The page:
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Gary P. Nunn is a renowned Texas country music singer-songwriter whose career began in the 1960s with the Fabulous Sparkles.


Today he is a Texas institution and is considered one of the fathers of the progressive country scene that started in Austin in the early 1970s. One of his most famous songs, "London Homesick Blues," was used as the theme song for the popular television show Austin City Limits for two decades. Nunn’s songs, such as “The Last Thing I Needed the First Thing This Morning” and “What I Like about Texas,” have been recorded by artists from Jerry Jeff Walker and Michael Martin Murphey to Rosanne Cash and Willie Nelson. With a continuing array of successful solo albums and an army of fans, Nunn has made a permanent mark on the Texas/Southwestern/Country/Folk music scene and draws devoted fans wherever he plays.



Gary P. Nunn

At Home with the Armadillo

Greenleaf Book Group Press

Hardcover, 978-1-62634-487-7 (also available in e-book format), 336, pages, $24.95

January 2018

Reviewed by Si Dunn



Early in 1972, singer-songwriter-musician Gary P. Nunn was ready to quit performing, leave Texas, and move back to his home state, Oklahoma.


At age 26, he admits in At Home with the Armadillo, “I had had a butt-full of the music business as it had led me to nothing but heartache and misery.” His new plan was to help his uncles with their farming and ranching until he could figure out what next to do with his life.


Nunn, or Gary P., as he sometimes is called in his new autobiography, had been playing bass guitar in rock bands since junior high school in Brownfield, Texas, in the late 1950s. Now he had his pickup packed and was ready to go. But he decided, spur of the moment, to stay in Austin a couple of days longer so he could see a live performance by a rising star he greatly admired: Texas singer-songwriter Michael Martin Murphey.


Murphey performed “material which he had written or co-written,” and Nunn recalls being “stunned—not only by the eclectic, poetic, and intellectual quality of the material, but by his singing and professional performance.  It was light years beyond anything I had ever been exposed to, especially the songwriting aspect.”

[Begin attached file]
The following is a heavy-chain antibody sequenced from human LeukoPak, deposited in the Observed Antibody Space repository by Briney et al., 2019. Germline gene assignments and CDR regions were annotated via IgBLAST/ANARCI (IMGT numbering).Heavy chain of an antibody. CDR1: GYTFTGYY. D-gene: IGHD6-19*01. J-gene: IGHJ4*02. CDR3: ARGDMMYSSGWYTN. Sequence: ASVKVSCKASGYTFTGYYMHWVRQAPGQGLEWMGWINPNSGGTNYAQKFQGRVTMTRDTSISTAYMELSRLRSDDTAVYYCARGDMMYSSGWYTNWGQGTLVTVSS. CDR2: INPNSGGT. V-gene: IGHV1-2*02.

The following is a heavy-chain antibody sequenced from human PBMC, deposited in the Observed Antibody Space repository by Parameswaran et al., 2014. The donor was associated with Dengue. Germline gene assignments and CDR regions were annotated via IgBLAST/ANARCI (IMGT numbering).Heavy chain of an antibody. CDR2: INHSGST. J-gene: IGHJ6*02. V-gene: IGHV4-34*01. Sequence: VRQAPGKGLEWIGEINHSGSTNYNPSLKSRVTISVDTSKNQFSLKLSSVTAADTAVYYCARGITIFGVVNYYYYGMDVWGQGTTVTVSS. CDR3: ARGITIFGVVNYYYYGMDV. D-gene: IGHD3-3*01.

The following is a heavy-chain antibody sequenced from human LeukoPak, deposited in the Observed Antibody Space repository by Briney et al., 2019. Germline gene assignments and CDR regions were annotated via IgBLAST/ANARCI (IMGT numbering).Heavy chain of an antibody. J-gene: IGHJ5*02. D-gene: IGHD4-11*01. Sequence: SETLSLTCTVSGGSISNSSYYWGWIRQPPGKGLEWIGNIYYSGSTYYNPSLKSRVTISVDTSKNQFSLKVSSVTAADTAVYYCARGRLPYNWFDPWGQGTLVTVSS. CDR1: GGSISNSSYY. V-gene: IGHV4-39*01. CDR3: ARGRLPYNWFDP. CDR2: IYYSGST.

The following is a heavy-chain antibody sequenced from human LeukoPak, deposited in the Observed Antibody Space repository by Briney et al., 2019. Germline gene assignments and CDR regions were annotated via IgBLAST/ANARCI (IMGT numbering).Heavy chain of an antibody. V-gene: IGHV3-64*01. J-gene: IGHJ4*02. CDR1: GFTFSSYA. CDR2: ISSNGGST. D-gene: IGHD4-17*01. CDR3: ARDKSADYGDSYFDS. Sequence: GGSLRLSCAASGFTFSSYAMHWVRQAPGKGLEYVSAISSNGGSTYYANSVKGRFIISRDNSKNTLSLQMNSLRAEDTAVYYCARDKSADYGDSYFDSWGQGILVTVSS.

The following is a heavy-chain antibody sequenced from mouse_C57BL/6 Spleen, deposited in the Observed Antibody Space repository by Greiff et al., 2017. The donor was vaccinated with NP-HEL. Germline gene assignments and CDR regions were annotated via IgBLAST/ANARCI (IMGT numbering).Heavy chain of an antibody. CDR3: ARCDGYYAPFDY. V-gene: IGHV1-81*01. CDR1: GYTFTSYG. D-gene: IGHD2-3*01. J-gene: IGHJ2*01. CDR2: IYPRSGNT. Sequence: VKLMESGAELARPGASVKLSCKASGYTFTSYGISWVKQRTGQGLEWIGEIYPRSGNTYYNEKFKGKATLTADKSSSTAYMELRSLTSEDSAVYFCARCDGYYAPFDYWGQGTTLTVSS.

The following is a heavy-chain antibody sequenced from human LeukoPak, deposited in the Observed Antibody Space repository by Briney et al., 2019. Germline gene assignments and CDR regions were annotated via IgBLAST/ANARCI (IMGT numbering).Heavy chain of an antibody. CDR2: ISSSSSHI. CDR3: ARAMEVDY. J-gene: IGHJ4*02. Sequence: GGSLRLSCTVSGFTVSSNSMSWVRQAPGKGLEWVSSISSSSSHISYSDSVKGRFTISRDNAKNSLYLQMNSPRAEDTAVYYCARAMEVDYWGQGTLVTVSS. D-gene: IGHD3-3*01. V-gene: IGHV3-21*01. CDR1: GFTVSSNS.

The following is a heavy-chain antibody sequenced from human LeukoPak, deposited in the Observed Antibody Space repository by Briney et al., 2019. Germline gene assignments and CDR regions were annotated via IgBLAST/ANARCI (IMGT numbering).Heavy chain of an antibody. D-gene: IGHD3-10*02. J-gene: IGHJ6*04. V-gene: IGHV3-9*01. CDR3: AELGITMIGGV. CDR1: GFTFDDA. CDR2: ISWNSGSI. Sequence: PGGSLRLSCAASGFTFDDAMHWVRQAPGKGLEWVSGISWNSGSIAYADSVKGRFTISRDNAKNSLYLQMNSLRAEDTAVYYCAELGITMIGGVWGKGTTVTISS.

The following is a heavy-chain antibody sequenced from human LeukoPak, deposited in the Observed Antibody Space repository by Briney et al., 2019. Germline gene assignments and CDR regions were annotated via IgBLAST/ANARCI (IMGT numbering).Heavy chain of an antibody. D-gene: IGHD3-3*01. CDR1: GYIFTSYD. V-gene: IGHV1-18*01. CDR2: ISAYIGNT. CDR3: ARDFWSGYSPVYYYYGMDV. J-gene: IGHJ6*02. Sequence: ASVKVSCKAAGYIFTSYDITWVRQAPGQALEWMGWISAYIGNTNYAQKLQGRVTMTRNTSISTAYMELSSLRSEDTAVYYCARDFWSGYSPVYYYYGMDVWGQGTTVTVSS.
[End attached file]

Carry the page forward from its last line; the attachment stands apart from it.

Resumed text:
The night soon got even better for Gary P.


Murphey needed a bass guitar player and knew Nunn’s work-hard reputation. Spotting him in the crowd, Murphey offered him a job in his band. Nunn accepted, Murphey moved his family to Austin, and the band played gigs around Texas and elsewhere. They also recorded songs in Nashville, including Murphey’s famed album “Geronimo’s Cadillac.”


Just when he had given up, Nunn’s musical career now took off toward new heights. Over time, he would become known as one of the founding fathers of the progressive country music scene. Some of the songs he wrote or cowrote would be recorded by Willie Nelson, Jerry Jeff Walker, Roseanne Cash, and other big-name performers. And, in 2007, Nunn would be hailed by Gov. Rick Perry as an “Official Ambassador of Texas Music.”


Nunn’s new book likely will please many of his numerous fans. And most won’t care that he has chosen one of the least-effective ways to create an autobiography: in chronological order, with a foreword but no warmup chapter to hook uninitiated readers and give them reasons to keep reading.


Fortunately, Nunn is a good writer. His opening account of growing up in Oklahoma and Texas provides an absorbing snapshot of life in America’s hardscrabble heartland soon after World War II.


Overall, At Home with the Armadillo is an entertaining self-portrait of survival within the Texas music world, as well as in concert venues across America and overseas. Gary P. Nunn likewise delivers intriguing looks at the challenges that may be faced when attempting to achieve and maintain success as a singer, songwriter, and musician.


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Si Dunn is an Austin novelist, screenwriter, and book reviewer.


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